Stock Analysis

Could MLP SE (ETR:MLP) Have The Makings Of Another Dividend Aristocrat?

XTRA:MLP
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Today we'll take a closer look at MLP SE (ETR:MLP) from a dividend investor's perspective. Owning a strong business and reinvesting the dividends is widely seen as an attractive way of growing your wealth. Unfortunately, it's common for investors to be enticed in by the seemingly attractive yield, and lose money when the company has to cut its dividend payments.

A high yield and a long history of paying dividends is an appealing combination for MLP. It would not be a surprise to discover that many investors buy it for the dividends. That said, the recent jump in the share price will make MLP's dividend yield look smaller, even though the company prospects could be improving. Some simple analysis can offer a lot of insights when buying a company for its dividend, and we'll go through this below.

Click the interactive chart for our full dividend analysis

historic-dividend
XTRA:MLP Historic Dividend February 4th 2021

Payout ratios

Dividends are usually paid out of company earnings. If a company is paying more than it earns, then the dividend might become unsustainable - hardly an ideal situation. So we need to form a view on if a company's dividend is sustainable, relative to its net profit after tax. Looking at the data, we can see that 56% of MLP's profits were paid out as dividends in the last 12 months. This is a fairly normal payout ratio among most businesses. It allows a higher dividend to be paid to shareholders, but does limit the capital retained in the business - which could be good or bad.

Remember, you can always get a snapshot of MLP's latest financial position, by checking our visualisation of its financial health.

Dividend Volatility

One of the major risks of relying on dividend income, is the potential for a company to struggle financially and cut its dividend. Not only is your income cut, but the value of your investment declines as well - nasty. MLP has been paying dividends for a long time, but for the purpose of this analysis, we only examine the past 10 years of payments. Its dividend payments have declined on at least one occasion over the past 10 years. During the past 10-year period, the first annual payment was €0.3 in 2011, compared to €0.2 last year. The dividend has shrunk at around 1.7% a year during that period. MLP's dividend hasn't shrunk linearly at 1.7% per annum, but the CAGR is a useful estimate of the historical rate of change.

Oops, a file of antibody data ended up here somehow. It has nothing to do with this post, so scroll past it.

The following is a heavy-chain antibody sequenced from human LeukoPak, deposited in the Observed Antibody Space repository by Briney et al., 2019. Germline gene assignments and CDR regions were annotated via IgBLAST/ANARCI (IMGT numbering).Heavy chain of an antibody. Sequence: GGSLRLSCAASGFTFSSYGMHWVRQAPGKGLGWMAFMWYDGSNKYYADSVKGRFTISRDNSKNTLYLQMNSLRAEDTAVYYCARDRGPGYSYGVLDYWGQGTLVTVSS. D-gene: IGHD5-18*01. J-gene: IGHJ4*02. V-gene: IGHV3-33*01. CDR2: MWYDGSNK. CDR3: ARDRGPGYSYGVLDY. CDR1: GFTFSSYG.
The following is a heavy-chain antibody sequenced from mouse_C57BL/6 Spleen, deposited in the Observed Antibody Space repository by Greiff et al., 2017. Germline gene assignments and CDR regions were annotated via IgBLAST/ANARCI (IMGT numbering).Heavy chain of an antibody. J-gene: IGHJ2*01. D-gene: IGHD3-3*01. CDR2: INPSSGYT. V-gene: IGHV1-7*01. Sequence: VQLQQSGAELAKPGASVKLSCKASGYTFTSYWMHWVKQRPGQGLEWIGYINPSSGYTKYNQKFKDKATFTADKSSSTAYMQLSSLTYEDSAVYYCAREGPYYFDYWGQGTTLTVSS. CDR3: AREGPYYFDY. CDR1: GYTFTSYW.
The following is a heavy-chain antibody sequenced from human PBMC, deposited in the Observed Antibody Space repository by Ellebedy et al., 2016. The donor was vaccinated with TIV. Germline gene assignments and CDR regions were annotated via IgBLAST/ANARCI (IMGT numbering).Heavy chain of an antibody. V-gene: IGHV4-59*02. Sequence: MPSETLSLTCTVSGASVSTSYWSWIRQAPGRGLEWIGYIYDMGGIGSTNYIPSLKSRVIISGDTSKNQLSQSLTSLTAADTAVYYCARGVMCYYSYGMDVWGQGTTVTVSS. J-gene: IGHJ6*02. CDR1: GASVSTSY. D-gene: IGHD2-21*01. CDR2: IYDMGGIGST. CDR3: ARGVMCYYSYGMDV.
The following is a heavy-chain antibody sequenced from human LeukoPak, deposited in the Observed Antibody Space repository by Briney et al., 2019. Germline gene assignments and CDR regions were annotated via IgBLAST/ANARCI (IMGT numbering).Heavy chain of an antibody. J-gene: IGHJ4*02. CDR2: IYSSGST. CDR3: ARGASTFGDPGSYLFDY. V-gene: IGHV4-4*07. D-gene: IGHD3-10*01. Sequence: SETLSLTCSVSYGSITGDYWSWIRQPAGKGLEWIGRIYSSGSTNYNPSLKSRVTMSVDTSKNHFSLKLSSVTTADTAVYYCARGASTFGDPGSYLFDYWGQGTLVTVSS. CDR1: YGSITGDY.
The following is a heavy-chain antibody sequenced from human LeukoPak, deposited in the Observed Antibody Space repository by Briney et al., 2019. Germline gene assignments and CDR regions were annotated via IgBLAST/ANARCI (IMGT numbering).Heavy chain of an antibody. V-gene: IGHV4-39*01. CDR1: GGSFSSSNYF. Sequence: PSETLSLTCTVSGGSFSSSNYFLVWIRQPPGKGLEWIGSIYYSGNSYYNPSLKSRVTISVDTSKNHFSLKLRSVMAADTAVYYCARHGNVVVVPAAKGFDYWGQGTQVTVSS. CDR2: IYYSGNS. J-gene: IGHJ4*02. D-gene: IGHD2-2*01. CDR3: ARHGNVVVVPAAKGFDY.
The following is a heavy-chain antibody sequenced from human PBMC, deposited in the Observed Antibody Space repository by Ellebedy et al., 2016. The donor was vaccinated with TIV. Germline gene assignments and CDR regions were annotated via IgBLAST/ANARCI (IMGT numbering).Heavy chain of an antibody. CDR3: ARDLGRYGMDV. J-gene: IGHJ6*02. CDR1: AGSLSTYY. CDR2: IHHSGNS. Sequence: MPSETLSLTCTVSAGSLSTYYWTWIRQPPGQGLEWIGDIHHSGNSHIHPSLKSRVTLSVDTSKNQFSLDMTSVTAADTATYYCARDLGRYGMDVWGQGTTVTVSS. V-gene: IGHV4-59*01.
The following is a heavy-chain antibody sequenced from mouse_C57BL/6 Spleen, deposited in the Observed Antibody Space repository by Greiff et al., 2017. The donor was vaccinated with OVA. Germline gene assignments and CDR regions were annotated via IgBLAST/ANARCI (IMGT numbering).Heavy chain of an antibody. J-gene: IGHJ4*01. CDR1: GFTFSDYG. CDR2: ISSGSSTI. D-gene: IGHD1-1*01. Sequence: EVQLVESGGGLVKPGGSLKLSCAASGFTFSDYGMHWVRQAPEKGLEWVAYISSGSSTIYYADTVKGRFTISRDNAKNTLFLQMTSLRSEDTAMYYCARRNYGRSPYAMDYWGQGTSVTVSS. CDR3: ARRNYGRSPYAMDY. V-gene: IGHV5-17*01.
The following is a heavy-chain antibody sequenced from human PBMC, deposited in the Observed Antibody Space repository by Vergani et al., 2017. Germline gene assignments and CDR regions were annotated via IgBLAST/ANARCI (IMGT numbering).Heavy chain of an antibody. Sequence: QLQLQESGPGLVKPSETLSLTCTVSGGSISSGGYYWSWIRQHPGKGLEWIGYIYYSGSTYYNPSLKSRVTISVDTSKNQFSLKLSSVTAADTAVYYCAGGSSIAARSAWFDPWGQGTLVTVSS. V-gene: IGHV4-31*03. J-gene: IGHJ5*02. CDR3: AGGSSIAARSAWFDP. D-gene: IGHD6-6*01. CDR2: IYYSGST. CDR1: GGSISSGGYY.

A shrinking dividend over a 10-year period is not ideal, and we'd be concerned about investing in a dividend stock that lacks a solid record of growing dividends per share.

Dividend Growth Potential

Given that the dividend has been cut in the past, we need to check if earnings are growing and if that might lead to stronger dividends in the future. It's good to see MLP has been growing its earnings per share at 12% a year over the past five years. Earnings per share have been growing rapidly, but given that it is paying out more than half of its earnings as dividends, we wonder how MLP will keep funding its growth projects in the future.

Conclusion

When we look at a dividend stock, we need to form a judgement on whether the dividend will grow, if the company is able to maintain it in a wide range of economic circumstances, and if the dividend payout is sustainable. First, we think MLP has an acceptable payout ratio. We were also glad to see it growing earnings, but it was concerning to see the dividend has been cut at least once in the past. While we're not hugely bearish on it, overall we think there are potentially better dividend stocks than MLP out there.

Market movements attest to how highly valued a consistent dividend policy is compared to one which is more unpredictable. Meanwhile, despite the importance of dividend payments, they are not the only factors our readers should know when assessing a company. Taking the debate a bit further, we've identified 2 warning signs for MLP that investors need to be conscious of moving forward.

If you are a dividend investor, you might also want to look at our curated list of dividend stocks yielding above 3%.

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This article by Simply Wall St is general in nature. It does not constitute a recommendation to buy or sell any stock, and does not take account of your objectives, or your financial situation. We aim to bring you long-term focused analysis driven by fundamental data. Note that our analysis may not factor in the latest price-sensitive company announcements or qualitative material. Simply Wall St has no position in any stocks mentioned.
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